We are very apt to forget that the mind of man develops like his muscles, by exercise. The minister who thinks his education is complete when he leaves the theological seminary never becomes a great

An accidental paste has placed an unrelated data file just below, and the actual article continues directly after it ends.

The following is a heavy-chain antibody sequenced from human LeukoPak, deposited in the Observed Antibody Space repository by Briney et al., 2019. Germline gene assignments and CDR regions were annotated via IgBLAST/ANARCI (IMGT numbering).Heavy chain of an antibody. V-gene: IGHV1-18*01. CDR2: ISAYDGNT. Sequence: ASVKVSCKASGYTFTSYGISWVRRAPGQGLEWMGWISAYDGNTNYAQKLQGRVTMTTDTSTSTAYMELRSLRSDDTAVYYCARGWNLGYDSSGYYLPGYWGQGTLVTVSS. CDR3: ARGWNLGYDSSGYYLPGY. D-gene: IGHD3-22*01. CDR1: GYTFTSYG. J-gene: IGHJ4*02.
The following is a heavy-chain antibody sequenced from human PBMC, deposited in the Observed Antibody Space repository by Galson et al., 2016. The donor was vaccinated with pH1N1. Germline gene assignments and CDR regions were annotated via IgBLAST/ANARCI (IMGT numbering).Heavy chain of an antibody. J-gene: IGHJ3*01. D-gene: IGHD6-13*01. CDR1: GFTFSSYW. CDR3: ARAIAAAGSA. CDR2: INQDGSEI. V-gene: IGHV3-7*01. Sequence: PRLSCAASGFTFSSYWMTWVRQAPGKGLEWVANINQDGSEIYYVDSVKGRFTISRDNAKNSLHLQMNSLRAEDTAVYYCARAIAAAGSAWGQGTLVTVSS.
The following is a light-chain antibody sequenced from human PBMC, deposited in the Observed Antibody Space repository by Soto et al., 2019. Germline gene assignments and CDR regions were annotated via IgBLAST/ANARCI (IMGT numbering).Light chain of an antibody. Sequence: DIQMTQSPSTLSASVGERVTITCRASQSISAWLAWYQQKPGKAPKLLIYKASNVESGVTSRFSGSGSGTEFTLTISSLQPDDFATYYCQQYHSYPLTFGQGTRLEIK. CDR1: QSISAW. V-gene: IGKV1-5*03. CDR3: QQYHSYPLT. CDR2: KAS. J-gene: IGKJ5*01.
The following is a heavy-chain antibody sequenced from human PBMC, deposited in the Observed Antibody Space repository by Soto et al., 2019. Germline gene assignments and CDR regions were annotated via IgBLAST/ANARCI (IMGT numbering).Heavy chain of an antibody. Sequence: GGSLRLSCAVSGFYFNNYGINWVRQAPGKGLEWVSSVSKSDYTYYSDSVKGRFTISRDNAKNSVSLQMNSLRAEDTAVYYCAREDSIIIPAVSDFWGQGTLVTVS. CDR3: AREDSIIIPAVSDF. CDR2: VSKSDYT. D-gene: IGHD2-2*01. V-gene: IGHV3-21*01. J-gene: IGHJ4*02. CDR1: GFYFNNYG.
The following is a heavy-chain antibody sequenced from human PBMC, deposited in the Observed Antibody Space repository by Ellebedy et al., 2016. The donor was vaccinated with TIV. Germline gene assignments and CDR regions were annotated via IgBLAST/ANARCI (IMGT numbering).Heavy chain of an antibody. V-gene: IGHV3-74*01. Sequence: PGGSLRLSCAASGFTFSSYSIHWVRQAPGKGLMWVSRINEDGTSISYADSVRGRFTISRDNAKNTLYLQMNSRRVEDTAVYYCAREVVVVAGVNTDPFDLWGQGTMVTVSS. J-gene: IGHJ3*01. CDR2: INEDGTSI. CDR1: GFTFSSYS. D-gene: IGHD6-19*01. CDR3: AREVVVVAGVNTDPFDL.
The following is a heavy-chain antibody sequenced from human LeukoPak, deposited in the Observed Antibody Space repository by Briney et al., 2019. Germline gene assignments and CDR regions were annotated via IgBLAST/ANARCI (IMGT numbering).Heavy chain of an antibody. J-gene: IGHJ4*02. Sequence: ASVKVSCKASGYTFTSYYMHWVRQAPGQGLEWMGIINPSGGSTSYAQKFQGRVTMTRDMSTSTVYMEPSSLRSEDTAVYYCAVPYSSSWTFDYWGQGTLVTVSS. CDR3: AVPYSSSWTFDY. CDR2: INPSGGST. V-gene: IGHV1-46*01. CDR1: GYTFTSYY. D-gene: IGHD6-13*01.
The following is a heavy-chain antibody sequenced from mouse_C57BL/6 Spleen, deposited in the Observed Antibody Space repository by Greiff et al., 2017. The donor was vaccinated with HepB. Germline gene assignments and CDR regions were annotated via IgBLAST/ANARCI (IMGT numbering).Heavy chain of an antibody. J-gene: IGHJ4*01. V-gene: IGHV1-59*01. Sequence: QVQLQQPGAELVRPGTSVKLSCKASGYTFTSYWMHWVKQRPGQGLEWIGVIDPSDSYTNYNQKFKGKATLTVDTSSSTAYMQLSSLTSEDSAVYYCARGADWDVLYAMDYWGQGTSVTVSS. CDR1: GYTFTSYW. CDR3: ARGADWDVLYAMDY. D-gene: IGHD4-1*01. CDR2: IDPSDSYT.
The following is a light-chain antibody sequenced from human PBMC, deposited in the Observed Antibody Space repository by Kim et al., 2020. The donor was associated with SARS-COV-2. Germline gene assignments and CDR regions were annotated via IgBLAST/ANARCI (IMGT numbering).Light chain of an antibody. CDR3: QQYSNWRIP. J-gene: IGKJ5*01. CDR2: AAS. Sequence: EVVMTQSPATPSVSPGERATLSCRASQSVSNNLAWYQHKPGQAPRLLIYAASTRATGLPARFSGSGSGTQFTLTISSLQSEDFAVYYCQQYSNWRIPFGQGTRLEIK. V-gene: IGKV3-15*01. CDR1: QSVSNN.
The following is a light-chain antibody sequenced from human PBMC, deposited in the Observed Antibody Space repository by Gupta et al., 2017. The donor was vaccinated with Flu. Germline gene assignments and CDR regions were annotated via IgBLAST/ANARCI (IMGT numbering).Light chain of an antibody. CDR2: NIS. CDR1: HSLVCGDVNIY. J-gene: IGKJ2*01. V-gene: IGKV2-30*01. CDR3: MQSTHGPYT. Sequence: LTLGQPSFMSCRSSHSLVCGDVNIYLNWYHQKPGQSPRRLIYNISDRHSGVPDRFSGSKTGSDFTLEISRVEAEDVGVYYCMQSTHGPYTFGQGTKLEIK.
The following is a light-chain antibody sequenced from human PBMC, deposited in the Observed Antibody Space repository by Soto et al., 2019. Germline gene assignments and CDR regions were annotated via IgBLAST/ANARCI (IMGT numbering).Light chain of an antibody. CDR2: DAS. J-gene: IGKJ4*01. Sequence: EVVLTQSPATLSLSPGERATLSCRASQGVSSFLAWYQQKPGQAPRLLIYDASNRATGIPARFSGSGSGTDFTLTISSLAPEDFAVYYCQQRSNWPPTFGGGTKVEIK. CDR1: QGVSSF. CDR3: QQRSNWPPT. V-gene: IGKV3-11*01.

teacher of men. So the Christian who thinks he is saved when he has been "converted" will find that his salvation has just begun. Conversion and "change of heart" are real experiences, as anyone who has passed through them will testify, but they are merely introductory to the new life in Christ. When a person arrives at a certain exalted consciousness through the exercise of his mind in thinking about God and His laws, he is lifted above the thoughts of the world into a heavenly realm. This is the beginning of his entry into the kingdom of the heavens, which was the text of many of Jesus' discourses. When a man attains this high place in consciousness he is baptized by the Spirit; that is, his mind and even his body are suffused with spiritual essences, and he begins the process of becoming a new creature in Christ Jesus. Skeptics and the inexperienced view the changes in one's life produced by conversion as merely an emotional upheaval that will eventually pass away and leave the subject as he was before. No one is ever left exactly as he was before the experience. An effect has been produced on the soul structure that will never be wholly obliterated, but it may remain merely a temporary impression unless it is developed by exercise. This development cannot be accomplished by bodily exercise either. As Paul wisely says, "bodily exercise is profitable for a little; but godliness is profitable for all things."